The risk of an electricity shortage has increased in the Nordic countries
The risk of an electricity shortage has increased in the Nordic countries during consumption peaks in the winter. Fingrid estimates that this coming winter, peak consumption and production capacity of electricity will be at almost the same level as the previous winter. Electricity is expected to be sufficient during cold sub-zero periods if the electricity system and the market operate normally and electricity is available from Sweden, in particular. The availability of wind power during demand peaks plays a key role in the sufficiency of electricity in the Nordic countries.
Electricity will be sufficient during the coldest sub-zero periods of the coming winter in Finland if the electricity system and electricity market operate normally. The expected electricity consumption can be covered through domestic electricity production and imported electricity from neighbouring countries, provided that electricity is available from neighbouring countries. The most significant change compared to previous years is the increased risk of an electricity shortage in the Nordic countries due to power plant closures. It has become more difficult to obtain imported electricity for the heavily import-dependent Finland during consumption peaks in the winter. The availability of wind power during demand peaks plays a key role in the sufficiency of electricity in the Nordic countries. In Nordic studies, the share of wind power during consumption peaks of the coldest sub-zero periods has been estimated to be 6–10% of the total wind power capacity.
In situations of peak consumption, almost all domestic electricity production and maximum imports enabled by transmission connections are needed to cover the electricity consumption. An electricity shortage is possible if the whole of Finland is hit by a severe and prolonged sub-zero cold spell. In that case, Fingrid estimates that, in a situation of peak consumption, electricity consumption in Finland will rise to approximately 15,300 MW and one-fifth of the electricity, approximately 3,400 MW, must be imported from abroad. The commissioning of Olkiluoto 3 in the summer of 2020 will significantly reduce the risk of an electricity shortage in the future. Nevertheless, Finland will continue to be dependent on imported electricity.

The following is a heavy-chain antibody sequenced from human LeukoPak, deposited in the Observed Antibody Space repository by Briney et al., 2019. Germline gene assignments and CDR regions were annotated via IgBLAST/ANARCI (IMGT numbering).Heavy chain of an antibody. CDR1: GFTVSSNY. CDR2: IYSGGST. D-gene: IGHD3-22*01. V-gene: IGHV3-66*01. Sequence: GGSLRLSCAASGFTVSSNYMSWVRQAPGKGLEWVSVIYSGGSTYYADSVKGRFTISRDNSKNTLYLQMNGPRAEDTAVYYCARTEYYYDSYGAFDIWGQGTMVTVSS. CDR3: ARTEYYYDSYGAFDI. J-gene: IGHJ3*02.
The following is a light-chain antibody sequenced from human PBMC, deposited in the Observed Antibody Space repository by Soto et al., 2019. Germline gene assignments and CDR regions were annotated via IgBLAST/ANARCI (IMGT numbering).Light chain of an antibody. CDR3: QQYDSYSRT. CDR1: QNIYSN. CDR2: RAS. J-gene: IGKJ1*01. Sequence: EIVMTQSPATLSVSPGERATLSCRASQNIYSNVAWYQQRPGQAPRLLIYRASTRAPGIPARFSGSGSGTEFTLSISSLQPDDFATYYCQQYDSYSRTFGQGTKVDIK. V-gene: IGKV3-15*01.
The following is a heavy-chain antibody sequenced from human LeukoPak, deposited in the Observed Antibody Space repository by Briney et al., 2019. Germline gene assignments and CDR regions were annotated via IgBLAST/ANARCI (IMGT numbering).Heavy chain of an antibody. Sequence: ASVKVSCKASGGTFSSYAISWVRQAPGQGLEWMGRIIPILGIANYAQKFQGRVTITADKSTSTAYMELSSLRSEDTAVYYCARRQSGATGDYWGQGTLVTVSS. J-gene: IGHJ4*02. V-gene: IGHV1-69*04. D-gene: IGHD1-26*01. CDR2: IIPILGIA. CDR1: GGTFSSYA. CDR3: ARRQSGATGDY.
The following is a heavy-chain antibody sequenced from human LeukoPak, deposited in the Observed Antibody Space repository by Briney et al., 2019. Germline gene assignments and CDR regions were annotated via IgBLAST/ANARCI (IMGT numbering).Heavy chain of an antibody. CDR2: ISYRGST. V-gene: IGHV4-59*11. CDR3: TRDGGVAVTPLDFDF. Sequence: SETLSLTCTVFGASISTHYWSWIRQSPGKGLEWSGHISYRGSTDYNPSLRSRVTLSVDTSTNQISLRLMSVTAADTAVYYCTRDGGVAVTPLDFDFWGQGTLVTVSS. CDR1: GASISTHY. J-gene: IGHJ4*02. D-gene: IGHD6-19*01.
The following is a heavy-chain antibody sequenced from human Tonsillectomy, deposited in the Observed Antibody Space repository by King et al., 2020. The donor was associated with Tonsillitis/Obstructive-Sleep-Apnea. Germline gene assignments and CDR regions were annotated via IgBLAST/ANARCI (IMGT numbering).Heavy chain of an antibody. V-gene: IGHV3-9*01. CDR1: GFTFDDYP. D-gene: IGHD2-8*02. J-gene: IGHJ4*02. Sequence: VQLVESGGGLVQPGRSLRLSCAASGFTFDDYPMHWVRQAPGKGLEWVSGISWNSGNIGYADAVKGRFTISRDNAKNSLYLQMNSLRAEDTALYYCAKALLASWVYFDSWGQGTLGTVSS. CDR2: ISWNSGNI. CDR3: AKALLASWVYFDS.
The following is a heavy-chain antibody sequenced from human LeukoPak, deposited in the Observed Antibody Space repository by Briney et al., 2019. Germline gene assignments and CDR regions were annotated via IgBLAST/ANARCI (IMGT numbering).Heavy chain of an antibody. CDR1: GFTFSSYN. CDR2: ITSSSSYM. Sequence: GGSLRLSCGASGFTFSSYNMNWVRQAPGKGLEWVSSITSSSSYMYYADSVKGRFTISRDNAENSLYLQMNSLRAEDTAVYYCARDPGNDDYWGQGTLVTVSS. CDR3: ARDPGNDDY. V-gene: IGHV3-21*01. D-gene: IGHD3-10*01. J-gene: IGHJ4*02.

The situation has become more strained in the Nordic countries
Power plants have been shut down in Sweden, which has contributed to the increased risk of an electricity shortage in the Nordic countries compared to previous winters. In the event of peak consumption, electricity must be imported to the Nordic countries at up to 4,900 MW. Electricity can be imported mainly from Central Europe.
“On the international electricity market, the market mechanism effectively controls the movement of electricity and electricity is transported to where it is most needed. When demand increases sharply, prices rise and industrial consumption, in particular, is likely to decline, reducing the risk of an electricity shortage. The amount of wind power has increased in the Nordic countries, and thus the availability of wind power during demand peaks is of key importance”, says Reima Päivinen, Senior Vice President at Fingrid.
Reima Päivinen, Senior Vice President, Fingrid, tel. +358 30 395 5160 or +358 40 556 2662
Info box 1:
The sufficiency of electricity was not at risk during the previous winter 2018–2019. The peak of electricity consumption took place on the morning of 28 January. The peak of electricity consumption, 14,542 MWh/h, occurred on Monday 28 January 2019 between 8 and 9 am. Domestic production was then 10,978 MWh/h and net import 3,564 MWh/h. During the hour of peak consumption, Finland’s area price for electricity on the day-ahead market was EUR 70.05/MWh.
Finland’s all-time electricity consumption record, 15,105 MWh/h, was measured in January 2016. At the time, the corresponding temperature was -25°C.
Info box 2:
An electricity shortage means that production and import are not enough to cover consumption, so consumption has to be momentarily restricted. In public, the terms power or electricity shortage are used interchangeably.
Together with local distribution system operators, Fingrid has prepared for a situation in which the sufficiency of electricity in Finland would be under threat. An electricity shortage is a manageable situation in which electricity consumption has to be restricted. Restrictions on electricity consumption would most likely momentarily apply to a small minority of electricity consumers. For the household consumer, an electricity shortage would mean a power outage lasting no more than a few hours. Electricity supply for functions important to society can also be secured in the event of an electricity shortage.
Info box 3:
You can monitor the state of Finland’s electricity system almost in real time at https://www.fingrid.fi/online/
The map showing the state of the electricity system is updated every three minutes. The website provides information on electricity consumption and production in Finland, the power balance and the price of electricity in Finland.